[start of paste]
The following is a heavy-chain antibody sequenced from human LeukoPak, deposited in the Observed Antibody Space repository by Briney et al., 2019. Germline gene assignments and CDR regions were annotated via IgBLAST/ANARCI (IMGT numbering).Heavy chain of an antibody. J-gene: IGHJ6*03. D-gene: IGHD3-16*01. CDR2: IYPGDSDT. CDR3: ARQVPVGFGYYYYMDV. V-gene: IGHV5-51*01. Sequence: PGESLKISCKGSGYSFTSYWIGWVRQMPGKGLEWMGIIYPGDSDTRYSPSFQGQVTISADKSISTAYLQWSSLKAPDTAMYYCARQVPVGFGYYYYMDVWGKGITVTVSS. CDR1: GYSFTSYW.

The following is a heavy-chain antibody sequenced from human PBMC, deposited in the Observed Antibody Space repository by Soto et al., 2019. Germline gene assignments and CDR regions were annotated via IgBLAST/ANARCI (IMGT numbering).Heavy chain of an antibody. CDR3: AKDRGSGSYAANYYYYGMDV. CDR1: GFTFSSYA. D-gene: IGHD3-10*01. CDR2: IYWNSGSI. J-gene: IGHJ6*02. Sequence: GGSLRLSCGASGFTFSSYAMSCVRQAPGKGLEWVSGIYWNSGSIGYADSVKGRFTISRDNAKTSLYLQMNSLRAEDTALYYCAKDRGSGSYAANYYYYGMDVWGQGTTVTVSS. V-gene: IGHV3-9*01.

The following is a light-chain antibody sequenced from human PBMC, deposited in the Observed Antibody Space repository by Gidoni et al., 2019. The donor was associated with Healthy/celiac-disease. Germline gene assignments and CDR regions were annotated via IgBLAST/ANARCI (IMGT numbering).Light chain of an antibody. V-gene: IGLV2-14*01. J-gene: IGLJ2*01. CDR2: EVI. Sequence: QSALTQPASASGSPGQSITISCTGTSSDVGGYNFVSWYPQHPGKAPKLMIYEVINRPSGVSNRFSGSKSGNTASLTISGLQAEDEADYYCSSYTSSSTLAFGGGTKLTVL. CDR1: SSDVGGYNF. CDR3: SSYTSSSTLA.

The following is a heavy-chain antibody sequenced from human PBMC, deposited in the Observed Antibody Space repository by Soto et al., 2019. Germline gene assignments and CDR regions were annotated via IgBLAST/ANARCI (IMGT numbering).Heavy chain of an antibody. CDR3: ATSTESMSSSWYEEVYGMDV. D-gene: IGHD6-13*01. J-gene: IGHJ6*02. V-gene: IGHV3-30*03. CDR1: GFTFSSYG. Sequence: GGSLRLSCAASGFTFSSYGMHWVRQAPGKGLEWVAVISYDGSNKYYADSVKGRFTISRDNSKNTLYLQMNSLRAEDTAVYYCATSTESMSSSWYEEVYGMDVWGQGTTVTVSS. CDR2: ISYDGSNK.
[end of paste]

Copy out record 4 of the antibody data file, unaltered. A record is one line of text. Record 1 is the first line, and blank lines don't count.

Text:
The following is a heavy-chain antibody sequenced from human PBMC, deposited in the Observed Antibody Space repository by Soto et al., 2019. Germline gene assignments and CDR regions were annotated via IgBLAST/ANARCI (IMGT numbering).Heavy chain of an antibody. CDR3: ATSTESMSSSWYEEVYGMDV. D-gene: IGHD6-13*01. J-gene: IGHJ6*02. V-gene: IGHV3-30*03. CDR1: GFTFSSYG. Sequence: GGSLRLSCAASGFTFSSYGMHWVRQAPGKGLEWVAVISYDGSNKYYADSVKGRFTISRDNSKNTLYLQMNSLRAEDTAVYYCATSTESMSSSWYEEVYGMDVWGQGTTVTVSS. CDR2: ISYDGSNK.